La radiologia medica

, Volume 117, Issue 4, pp 654–668 | Cite as

Effect of two sitting postures on lumbar sagittal alignment and intervertebral discs in runners

  • A. DimitriadisEmail author
  • F. Smith
  • A. F. Mavrogenis
  • M. H. Pope
  • P. J. Papagelopoulos
  • A. Karantanas
  • A. Hadjipavlou
  • P. Katonis
Musculoskeletal Radiology / Radiologia Muscolo-Scheletrica



We evaluated in vivo changes in lumbar lordosis and intervertebral discs in runners and assessed the relationship between these changes and degenerative disc disease in runners with and without a history of low back pain.

Materials and methods

Using open upright magnetic resonance (MR) imaging, we prospectively studied changes in lumbar lordosis and intervertebral discs of 25 elite long-distance runners in two sitting postures (neutral and extended) before and after 1 h of running and compared the results with disc height and dehydration/ degeneration. Seventeen of the 25 runners had a history of low back pain.


After 1 h of running, mean lordosis in neutral posture reduced by 4°; reduction was significant in runners with a history of low back pain. A significant reduction in mean lordosis in extension was not observed. Mean disc height significantly reduced in both postures, without, however, any statistical significance between runners with and without a history low back pain in any posture. Variable degrees of disc dehydration/degeneration were observed in 23 runners (57 discs), more commonly at L5-S1. A significant difference of disc dehydration/degeneration between runners with and without a history of low back pain was not observed.


Intervertebral discs undergo significant strain after 1 h of running that in the long term may lead patoto low back pain and degenerative disc disease. Runners, especially those with low back pain and degenerative disc disease, should be evaluated after training to preserve the normal lumbar lordosis.


Lumbar spine Upright MR imaging Lordosis Runners 

Effetti di due posizioni sedute nell’allineamento sagittale del rachide lombare e nell’altezza dei dischi intersomatici nei corridori



Scopo del presente lavoro è stato valutare le variazioni in vivo della lordosi lombare e dei dischi intervertebrali nei corridori e definire la relazione fra questi cambiamenti e la patologia degenerativa discale negli atleti con e senza anamnesi positiva per lombalgia.

Materiali e metodi

Utilizzando una risonanza magnetica (RM) aperta in ortostatismo, sono stati studiati prospettivamente i cambiamenti della lordosi lombare di 25 corridori professionisti nelle lunghe distanze, prima e dopo un’ora di corsa, nella posizione seduta neutra e in quella estesa confrontando i risultati con l’altezza e la disidratazione/degenerazione dei dischi intersomatici. Diciassette dei 25 corridori avevano un’anamnesi positiva per lombalgia.


Dopo un’ora di corsa, si è osservata una riduzione statisticamente significativa della lordosi nei corridori con un’anamnesi positiva per lombalgia con un valore medio di 4 gradi mentre non si è osservata una riduzione significativa dei valori medi in estensione. L’altezza media dei dischi intersomatici si è ridotta in modo statisticamente significativo in entrambe le posizioni mentre non si è osservata una differenza statisticamente significativa fra i corridori con anamnesi positiva per lombalgia e quelli con anamnesi negativa. Riduzioni variabili dell’idratazione dei dischi sono state osservate in 23 corridori (57 dischi), più frequentemente a carico del disco L5-S1, non si è osservata però una differenza statisticamente significativa fra i corridori con anamnesi positiva per lombalgia e quelli con anamnesi negativa.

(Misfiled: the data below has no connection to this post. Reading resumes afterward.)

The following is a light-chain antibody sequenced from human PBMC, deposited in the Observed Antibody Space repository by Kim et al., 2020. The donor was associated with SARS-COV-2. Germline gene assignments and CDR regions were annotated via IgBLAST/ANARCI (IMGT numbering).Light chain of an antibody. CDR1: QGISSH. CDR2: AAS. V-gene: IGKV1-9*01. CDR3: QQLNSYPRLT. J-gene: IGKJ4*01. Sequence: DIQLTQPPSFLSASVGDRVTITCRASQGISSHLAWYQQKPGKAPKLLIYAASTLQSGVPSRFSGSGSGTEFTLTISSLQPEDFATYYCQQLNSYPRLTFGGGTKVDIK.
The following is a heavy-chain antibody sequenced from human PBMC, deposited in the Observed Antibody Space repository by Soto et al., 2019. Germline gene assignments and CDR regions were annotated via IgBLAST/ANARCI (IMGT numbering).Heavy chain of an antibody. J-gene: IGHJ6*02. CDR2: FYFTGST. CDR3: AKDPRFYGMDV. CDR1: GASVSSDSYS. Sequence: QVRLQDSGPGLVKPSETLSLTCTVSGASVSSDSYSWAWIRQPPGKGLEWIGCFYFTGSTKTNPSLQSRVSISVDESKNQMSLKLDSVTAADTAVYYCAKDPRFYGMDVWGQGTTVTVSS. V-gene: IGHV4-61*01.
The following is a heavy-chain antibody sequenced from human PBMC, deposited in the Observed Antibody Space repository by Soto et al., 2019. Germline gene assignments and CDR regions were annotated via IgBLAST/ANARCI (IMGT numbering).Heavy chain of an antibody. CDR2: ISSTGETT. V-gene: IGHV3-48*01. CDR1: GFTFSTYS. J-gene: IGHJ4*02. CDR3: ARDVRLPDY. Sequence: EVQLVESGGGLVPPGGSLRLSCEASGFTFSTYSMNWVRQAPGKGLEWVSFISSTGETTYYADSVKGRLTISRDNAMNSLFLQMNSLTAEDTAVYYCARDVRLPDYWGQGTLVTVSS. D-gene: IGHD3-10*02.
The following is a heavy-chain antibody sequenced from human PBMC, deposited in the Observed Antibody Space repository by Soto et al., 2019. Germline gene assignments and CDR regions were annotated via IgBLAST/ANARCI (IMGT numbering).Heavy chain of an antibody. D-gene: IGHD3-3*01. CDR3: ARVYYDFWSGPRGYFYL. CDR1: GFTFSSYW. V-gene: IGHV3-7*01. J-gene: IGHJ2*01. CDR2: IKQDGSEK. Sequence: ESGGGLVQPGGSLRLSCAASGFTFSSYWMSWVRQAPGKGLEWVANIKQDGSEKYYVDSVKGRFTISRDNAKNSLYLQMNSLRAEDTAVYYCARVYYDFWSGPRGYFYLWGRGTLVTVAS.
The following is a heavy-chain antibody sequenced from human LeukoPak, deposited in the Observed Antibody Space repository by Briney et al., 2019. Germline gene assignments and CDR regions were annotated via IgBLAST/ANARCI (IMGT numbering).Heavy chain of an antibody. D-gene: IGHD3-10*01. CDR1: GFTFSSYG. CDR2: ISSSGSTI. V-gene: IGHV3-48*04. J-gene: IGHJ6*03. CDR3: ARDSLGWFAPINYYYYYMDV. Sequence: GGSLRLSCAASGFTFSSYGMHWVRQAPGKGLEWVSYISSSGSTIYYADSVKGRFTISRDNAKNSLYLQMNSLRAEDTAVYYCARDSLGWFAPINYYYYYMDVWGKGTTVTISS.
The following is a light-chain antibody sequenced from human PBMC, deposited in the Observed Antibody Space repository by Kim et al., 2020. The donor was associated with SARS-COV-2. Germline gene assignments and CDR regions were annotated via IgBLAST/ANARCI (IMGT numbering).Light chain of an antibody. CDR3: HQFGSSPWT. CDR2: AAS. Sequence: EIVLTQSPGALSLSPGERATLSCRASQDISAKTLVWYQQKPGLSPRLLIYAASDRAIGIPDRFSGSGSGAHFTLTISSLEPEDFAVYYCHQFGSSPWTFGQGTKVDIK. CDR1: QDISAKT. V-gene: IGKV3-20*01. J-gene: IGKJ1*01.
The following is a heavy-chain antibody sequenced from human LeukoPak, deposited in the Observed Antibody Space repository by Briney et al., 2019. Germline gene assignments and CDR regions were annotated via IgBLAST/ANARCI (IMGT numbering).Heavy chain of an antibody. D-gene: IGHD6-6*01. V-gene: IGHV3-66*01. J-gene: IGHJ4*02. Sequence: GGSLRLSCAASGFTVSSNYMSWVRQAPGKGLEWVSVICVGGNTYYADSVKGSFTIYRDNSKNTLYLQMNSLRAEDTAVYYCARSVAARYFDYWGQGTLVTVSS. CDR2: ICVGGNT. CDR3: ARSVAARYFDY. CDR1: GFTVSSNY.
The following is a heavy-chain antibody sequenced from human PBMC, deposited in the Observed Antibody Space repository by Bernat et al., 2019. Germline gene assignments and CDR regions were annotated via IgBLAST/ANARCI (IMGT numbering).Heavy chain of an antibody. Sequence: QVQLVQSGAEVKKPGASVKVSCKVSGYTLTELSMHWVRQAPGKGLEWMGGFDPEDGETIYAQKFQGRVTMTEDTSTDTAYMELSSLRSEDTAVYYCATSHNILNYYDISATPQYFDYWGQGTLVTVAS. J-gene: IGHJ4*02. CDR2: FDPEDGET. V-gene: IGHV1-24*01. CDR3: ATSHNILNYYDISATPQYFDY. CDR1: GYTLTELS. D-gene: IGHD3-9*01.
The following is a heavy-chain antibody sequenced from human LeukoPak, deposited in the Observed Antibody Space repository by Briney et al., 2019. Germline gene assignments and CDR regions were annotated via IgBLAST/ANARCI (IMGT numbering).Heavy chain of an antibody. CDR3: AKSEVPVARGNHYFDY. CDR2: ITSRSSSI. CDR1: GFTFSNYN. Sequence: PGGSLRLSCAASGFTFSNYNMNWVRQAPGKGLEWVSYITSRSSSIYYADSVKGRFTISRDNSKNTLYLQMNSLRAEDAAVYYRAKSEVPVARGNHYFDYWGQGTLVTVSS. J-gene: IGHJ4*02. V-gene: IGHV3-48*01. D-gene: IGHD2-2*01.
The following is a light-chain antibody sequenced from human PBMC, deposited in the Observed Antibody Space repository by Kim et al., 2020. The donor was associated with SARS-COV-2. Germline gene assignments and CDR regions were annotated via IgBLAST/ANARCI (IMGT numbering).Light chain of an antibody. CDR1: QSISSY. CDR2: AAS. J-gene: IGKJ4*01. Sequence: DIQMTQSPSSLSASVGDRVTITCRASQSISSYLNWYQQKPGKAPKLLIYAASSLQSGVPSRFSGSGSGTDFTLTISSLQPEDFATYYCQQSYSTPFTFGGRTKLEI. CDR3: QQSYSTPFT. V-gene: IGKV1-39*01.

I dischi intervertebrali vanno incontro a deformità dopo 1 ora di corsa. A lungo termine ciò può determinare l’insorgenza di lombalgia e patologia degenerativa discale. I corridori, in particolare quelli con un’anamnesi positiva per lombalgia e patologia degenerativa discale, dovrebbero essere valutati dopo gli allenamenti per preservare la normale lordosi lombare.

Parole chiave

Rachide lombare RM aperta in ortostatismo Rachide lombare Lordosi Corridori 


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Copyright information

© Springer-Verlag Italia 2011

Authors and Affiliations

  • A. Dimitriadis
    • 1
    Email author
  • F. Smith
    • 2
  • A. F. Mavrogenis
    • 3
  • M. H. Pope
    • 2
  • P. J. Papagelopoulos
    • 4
  • A. Karantanas
    • 5
  • A. Hadjipavlou
    • 1
  • P. Katonis
    • 1
  1. 1.Department of OrthopaedicsUniversity of CreteCreteGreece
  2. 2.Department of RadiologyUniversity of AberdeenScotlandUK
  3. 3.Dipartimento di OrtopediaIstituto Ortopedico RizzoliBolognaItaly
  4. 4.First Department of OrthopaedicsATTIKON General University Hospital, Athens University Medical SchoolAthensGreece
  5. 5.Department of RadiologyUniversity of CreteCreteGreece

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